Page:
The bill was approved 231-199, mostly along party lines, with six Democrats and three Republicans crossing the aisle.
The bill faces all but certain death in the Republican-controlled Senate; even if it survived there, it would require the approval of President Donald Trump to become law. Nonetheless, the House vote marked the first sign of progress in years on hiking the federal minimum wage, which is $7.25 per hour and hasn’t budged since 2009.
House Speaker Nancy Pelosi (D-Calif.) called the proposal a “well-earned raise” for workers toiling on the bottom rungs of the economy.
“House Democrats are here to deliver on their promise to hardworking Americans,” Pelosi said at a press conference, flanked by fellow representatives and low-wage workers.
She added, in reference to those workers: “We would not be here without the outside mobilizing.”
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That would be an understatement. Just a few years ago, Democrats were pursuing far more moderate minimum wage targets, on the order of $9, $10 and $12. But the union-backed campaigns in fast food and other low-paying fields succeeded in bringing national attention to workers’ struggles, making $15 a rallying cry and, eventually, a plank of the Democratic Party.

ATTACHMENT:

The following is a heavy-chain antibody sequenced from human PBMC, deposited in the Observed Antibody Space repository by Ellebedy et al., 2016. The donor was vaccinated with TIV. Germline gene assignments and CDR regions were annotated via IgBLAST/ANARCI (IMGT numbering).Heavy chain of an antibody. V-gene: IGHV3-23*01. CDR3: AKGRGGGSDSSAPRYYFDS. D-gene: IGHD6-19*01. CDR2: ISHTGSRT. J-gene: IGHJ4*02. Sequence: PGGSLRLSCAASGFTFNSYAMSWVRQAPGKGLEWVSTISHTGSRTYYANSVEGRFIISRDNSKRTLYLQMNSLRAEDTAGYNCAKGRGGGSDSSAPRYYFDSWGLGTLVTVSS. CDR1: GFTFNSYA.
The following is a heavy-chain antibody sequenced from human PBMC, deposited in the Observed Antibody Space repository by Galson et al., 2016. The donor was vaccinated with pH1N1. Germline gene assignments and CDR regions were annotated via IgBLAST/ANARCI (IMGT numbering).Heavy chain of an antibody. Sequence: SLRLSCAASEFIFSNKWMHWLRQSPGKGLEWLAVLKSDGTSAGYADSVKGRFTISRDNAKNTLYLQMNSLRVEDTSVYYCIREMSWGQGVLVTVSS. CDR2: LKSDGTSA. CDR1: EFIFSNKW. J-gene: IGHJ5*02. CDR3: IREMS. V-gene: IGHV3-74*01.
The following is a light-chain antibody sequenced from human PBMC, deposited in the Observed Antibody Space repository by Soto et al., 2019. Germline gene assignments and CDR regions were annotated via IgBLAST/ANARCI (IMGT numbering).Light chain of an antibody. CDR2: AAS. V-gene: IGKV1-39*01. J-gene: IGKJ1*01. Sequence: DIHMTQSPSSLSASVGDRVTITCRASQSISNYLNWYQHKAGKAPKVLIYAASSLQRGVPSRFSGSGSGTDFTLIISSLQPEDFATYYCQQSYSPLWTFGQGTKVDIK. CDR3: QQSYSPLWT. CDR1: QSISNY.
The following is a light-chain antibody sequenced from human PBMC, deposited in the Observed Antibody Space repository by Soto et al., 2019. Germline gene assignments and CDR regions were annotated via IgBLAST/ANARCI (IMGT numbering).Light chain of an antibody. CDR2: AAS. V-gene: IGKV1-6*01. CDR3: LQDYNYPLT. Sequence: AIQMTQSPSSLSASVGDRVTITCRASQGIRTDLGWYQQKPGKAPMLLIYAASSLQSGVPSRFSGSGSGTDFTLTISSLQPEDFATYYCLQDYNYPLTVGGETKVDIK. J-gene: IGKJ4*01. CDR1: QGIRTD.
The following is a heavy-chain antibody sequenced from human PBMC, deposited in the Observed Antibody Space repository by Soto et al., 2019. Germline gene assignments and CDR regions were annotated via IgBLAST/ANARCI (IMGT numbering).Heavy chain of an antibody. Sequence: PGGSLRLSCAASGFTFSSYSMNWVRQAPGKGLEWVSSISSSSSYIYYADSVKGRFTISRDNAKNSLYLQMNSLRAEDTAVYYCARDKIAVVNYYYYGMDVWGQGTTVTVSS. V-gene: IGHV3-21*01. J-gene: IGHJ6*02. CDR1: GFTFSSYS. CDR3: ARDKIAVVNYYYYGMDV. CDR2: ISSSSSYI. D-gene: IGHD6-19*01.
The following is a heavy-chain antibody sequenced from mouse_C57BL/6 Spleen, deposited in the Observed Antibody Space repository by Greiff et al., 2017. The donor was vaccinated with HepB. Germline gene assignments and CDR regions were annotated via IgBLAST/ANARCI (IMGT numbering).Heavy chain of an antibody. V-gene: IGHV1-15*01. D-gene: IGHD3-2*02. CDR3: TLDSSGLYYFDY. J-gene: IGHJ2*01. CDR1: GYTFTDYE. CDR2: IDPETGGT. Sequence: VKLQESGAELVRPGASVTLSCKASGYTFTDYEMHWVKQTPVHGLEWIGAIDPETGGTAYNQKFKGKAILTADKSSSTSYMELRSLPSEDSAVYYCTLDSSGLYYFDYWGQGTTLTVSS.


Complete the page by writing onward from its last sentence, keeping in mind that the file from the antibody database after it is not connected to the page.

Republicans decried the proposal as a job-killer that would squeeze small businesses. Rep. Dan Meuser (R-Pa.) went so far as to call the proposal “a socialist policy,” drawing boos from the crowd assembled to watch the vote.
Even some Democrats had shown concern in recent weeks that $15 might be too aggressive. To placate those worries, party leaders lengthened the phase-in period from the original five years to six, and members by and large got behind it. Democrats also approved an amendment that would require the Congressional Budget Office to study the effects of the wage hikes to make sure they weren’t hurting the economy.
The full Congress has not passed an increase to the minimum wage since 2007, when it was packaged as part of a war funding deal and signed by then-President George W. Bush (the 2009 increase was the last of a series under that law). The current stretch without a hike is the longest on record since the federal wage floor was created during the Great Depression.
The bill passed Thursday would bring the minimum wage from $7.25 to $15 through seven installments, then tie it to an index so that it adjusts each year with median wages. The bill would also gradually eliminate the “tipped” minimum wage that allows restaurants and other businesses to pay lower base wages to workers who earn gratuities.